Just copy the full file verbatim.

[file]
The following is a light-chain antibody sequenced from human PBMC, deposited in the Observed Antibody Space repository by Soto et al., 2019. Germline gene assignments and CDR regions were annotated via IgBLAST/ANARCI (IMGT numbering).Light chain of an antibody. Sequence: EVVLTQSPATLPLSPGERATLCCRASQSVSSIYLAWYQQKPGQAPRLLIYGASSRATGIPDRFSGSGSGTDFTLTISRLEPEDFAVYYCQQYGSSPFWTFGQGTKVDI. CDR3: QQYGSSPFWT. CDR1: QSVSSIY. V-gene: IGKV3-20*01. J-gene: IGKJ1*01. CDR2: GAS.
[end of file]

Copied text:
The following is a light-chain antibody sequenced from human PBMC, deposited in the Observed Antibody Space repository by Soto et al., 2019. Germline gene assignments and CDR regions were annotated via IgBLAST/ANARCI (IMGT numbering).Light chain of an antibody. Sequence: EVVLTQSPATLPLSPGERATLCCRASQSVSSIYLAWYQQKPGQAPRLLIYGASSRATGIPDRFSGSGSGTDFTLTISRLEPEDFAVYYCQQYGSSPFWTFGQGTKVDI. CDR3: QQYGSSPFWT. CDR1: QSVSSIY. V-gene: IGKV3-20*01. J-gene: IGKJ1*01. CDR2: GAS.